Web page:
Monday, August 8, 2022

Leading the Law School

Heather Gerken at her desk in the Dean's office

Dean Heather K. Gerken reflects on her first decanal term, a vision for legal education, and plans for the future.

Over the past five years, Dean Heather K. Gerken has strengthened Yale Law School’s tradition of academic excellence, fortified support for the student body, and launched innovative new programming while navigating an unprecedented pandemic. On Jan. 19, 2022, Yale University President Peter Salovey reappointed Gerken to a second five-year term, noting her record of accomplishments and vision for the future.

“Members of the YLS community remarked on Dean Gerken’s dedication to the mission of the School, her record of building new innovative programs, her advocacy for scholarly and clinical work, and the inspiring passion that she brings every day to her job,” said Salovey. “She has already accomplished an ambitious agenda in her first term, and I am confident that the Law School will continue to benefit tremendously from her vision, talent, and energy in the years ahead.”

Gerken, the Sol & Lillian Goldman Professor of Law, is an acclaimed teacher and one of the country’s leading experts on constitutional law and election law. She became Dean in 2017 and is the first woman to serve in the role. Her next five-year term began on July 1, 2022.

The Yale Law Report asked Dean Gerken to reflect on her first term and look ahead to what comes next.

As you look back on your first term, what accomplishments are the most meaningful to you? What were the greatest challenges?

The Law School has a restless gene, and so do I. We never rest on our laurels. Instead, we are always pushing forward with new ideas, new initiatives, and new ways to live up to our values. That energy fuels my work as Dean and makes the job rewarding. The past five years have been a tremendous period of change at the Law School as we’ve built upon our best traditions while adapting for the future. I’m proud that we have admitted the five most diverse classes in our history during my first term, tripled the number of veterans enrolled at Yale Law School, and worked to ensure that all of our students have access to the remarkable educational opportunities the Law School offers. Through scholarly research, clinics, and centers, our faculty and students have generated groundbreaking ideas and made a tremendous difference in communities around the world.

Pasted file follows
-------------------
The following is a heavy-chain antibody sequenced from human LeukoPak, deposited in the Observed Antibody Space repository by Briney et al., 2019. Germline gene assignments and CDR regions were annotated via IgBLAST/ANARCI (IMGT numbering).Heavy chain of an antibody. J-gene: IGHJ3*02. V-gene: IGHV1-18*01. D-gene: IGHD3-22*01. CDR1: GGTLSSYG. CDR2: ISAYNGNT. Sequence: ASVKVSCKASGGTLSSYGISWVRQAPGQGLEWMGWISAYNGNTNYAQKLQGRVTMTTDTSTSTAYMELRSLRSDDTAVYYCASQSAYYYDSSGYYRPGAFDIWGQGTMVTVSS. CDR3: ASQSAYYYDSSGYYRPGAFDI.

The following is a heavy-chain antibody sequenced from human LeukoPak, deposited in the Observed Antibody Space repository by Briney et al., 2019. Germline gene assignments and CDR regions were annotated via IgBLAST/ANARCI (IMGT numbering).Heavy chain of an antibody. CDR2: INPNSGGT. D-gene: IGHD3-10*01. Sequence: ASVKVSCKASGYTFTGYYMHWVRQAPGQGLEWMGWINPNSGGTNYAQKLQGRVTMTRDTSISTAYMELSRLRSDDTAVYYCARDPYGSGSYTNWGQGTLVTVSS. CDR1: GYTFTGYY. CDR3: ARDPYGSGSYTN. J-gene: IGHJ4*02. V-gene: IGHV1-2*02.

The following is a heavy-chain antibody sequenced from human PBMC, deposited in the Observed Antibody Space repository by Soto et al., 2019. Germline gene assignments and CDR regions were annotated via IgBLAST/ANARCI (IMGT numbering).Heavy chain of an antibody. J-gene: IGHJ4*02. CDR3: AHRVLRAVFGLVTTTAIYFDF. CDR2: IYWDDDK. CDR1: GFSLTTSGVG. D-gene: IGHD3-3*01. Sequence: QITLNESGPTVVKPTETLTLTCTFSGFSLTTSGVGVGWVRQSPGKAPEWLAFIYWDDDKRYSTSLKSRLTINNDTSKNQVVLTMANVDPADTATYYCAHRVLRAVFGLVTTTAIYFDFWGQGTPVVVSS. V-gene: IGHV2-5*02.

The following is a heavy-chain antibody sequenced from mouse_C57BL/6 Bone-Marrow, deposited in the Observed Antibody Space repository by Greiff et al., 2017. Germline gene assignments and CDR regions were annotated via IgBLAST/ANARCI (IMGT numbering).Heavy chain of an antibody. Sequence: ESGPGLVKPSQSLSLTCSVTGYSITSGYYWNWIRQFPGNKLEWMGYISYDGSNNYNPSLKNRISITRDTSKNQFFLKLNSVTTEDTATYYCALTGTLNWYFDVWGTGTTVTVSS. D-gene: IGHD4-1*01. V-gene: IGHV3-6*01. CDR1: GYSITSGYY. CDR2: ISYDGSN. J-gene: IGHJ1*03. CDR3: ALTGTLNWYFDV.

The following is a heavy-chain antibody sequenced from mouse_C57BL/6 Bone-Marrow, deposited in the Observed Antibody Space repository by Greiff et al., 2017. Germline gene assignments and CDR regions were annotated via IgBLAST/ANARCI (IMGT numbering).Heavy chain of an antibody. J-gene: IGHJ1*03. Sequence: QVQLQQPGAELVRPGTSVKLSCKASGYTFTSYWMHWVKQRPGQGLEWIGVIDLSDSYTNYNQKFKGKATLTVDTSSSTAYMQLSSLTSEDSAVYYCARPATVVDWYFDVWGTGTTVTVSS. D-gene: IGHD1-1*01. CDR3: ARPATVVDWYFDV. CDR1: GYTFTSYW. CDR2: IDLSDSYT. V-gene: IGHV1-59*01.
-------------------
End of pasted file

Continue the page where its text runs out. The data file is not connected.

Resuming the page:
“We never rest on our laurels. Instead, we are always pushing forward with new ideas, new initiatives, and new ways to live up to our values.”
—Dean Heather K. Gerken

This last year has been particularly inspiring. Despite being stalled by the pandemic, we are moving forward on two remarkable new initiatives. We just expanded a financial aid model that was already best-in-class, announcing full-tuition scholarships for our highest-need students in February. A few months earlier, we launched The Tsai Leadership Program, which is aimed at building a curriculum for the next century. I’ve been overwhelmed by the level of alumni support for these programs. Our graduates understand in their bones the importance of training the next generation to lead us forward, and they want to ensure this cherished intellectual experience is accessible to all.

Like all institutions, we’ve also faced challenges over the last few years. The hardest has been navigating the ever-changing conditions from COVID-19. The virus turned our entire way of life on its head. Still, it has been incredible to watch this community come together to preserve our intellectual life and reinvent our time-honored traditions. If anything, this experience has made us value our core model — living and learning under one roof — even more than before.